Clint Johnson

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4 Comments

  1. Favors’ PER has only just recently popped up above the average of 15.0 for the season — like in the last handful of games or less. Hope this trend continues.

  2. Clint Johnson says:

    It was in the last ten games or so, though I can’t specify exactly when. That being said, Favors’ PER has steadily been climbing since a tough stretch in games 4-6, including two really tough games against Brooklyn and Chicago. Also, keep in mind Favors only has two games in single digits this season, the same number as Hayward despite the fact that Favors takes a third fewer shots. Kanter has 5 games in single digits. Favors has easily been the most consistent player on the team this season.

  3. robin says:

    What happened to Kanter? It is a bit puzzling. His effort and energy dropped right off. His D has always been atrocious, but at least when he plays like an enthusiastic board crashing maniac he provides some intimidation, and we haven’t seen this for a while. But Kanter plays far too much below the rim and gets blocked instead of throwing it down. Hopefully he can get back to rebounding the ball, and the offense will come.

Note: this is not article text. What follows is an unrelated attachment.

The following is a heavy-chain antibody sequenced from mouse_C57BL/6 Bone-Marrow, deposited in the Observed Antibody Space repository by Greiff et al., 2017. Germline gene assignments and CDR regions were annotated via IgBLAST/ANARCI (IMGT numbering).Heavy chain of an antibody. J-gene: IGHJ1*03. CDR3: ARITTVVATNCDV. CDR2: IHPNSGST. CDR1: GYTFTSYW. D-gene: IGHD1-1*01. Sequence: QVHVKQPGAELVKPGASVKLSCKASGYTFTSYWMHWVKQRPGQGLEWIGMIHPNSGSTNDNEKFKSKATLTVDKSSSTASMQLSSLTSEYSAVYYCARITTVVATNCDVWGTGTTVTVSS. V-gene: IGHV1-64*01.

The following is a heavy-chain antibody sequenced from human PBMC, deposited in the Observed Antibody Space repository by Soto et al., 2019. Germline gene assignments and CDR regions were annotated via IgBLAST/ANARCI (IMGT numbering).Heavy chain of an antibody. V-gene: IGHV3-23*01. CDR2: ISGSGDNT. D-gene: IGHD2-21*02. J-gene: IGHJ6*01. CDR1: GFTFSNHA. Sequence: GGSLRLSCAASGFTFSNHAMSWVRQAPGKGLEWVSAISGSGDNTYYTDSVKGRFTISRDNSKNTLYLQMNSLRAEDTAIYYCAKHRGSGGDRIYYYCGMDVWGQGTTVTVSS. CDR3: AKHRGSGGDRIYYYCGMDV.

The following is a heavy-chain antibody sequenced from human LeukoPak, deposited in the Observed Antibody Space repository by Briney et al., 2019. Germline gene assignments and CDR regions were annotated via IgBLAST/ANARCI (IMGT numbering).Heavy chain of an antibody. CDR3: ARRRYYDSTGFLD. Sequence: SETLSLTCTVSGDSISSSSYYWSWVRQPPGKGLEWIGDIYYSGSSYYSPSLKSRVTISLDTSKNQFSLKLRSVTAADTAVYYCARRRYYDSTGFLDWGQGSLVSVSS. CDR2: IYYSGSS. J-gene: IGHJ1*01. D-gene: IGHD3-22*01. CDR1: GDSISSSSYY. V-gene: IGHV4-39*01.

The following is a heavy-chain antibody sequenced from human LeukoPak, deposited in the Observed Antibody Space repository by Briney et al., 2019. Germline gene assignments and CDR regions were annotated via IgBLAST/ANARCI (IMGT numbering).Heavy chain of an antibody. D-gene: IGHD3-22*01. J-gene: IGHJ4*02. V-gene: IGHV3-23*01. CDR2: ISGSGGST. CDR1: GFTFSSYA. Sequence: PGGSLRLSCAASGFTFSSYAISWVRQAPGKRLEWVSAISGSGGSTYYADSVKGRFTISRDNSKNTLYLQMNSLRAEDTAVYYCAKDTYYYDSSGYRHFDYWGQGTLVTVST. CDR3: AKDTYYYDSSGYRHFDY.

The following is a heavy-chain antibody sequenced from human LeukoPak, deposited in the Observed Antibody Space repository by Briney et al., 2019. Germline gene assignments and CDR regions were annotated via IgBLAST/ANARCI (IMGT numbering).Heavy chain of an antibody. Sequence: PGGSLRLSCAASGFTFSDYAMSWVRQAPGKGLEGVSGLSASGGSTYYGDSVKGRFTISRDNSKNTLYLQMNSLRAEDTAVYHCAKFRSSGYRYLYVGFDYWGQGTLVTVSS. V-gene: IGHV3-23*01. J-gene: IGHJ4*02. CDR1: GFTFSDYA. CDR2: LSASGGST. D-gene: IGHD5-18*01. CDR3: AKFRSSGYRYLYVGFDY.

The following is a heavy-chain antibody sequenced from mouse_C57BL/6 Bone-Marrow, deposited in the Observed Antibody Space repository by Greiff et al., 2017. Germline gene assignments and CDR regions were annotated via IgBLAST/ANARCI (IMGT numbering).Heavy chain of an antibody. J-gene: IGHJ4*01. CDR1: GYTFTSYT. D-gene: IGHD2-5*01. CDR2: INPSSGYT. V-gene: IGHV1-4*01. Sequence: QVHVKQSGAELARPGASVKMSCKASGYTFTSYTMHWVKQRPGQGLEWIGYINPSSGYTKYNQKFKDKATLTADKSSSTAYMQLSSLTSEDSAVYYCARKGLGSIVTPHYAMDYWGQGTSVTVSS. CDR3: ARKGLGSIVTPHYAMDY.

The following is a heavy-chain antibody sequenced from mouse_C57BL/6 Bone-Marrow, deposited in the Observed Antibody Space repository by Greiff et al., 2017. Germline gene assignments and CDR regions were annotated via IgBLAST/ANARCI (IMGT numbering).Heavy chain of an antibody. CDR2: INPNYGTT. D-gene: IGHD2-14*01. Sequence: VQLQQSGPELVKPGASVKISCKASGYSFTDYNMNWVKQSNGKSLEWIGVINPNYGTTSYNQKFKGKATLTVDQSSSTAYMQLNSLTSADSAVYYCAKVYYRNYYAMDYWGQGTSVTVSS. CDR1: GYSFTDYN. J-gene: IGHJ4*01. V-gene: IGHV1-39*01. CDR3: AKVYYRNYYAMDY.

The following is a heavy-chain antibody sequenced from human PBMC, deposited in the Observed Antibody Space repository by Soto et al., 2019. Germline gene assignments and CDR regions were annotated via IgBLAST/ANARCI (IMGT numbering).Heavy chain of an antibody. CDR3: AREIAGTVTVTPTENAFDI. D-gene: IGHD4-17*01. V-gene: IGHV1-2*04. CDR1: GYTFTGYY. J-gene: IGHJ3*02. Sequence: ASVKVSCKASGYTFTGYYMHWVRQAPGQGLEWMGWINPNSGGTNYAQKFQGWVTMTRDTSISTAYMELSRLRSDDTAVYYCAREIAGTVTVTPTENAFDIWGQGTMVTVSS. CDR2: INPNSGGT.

• Clint Johnson says:

      Kanter is a free radical. At the beginning of the season when he was scoring so well, he frequently went outside the system, which helped him be in position to grab so many offensive rebounds and gave him hustle scoring opportunities. But its the reason Kanter so often drives the coaching staff nuts. They’ve been harping on the importance of Kanter doing his job, being where he’s supposed to be when he’s supposed to be there, and it’s clearly weighing down his game. He’s thinking a lot and isn’t comfortable at some of the disciplined things they’re demanding of him. It will take some time for him to get comfortable.

      The likely outcome is he will learn the team’s system better, grow more comfortable, and increase in effectiveness in the back half of the year. We just need to be patient.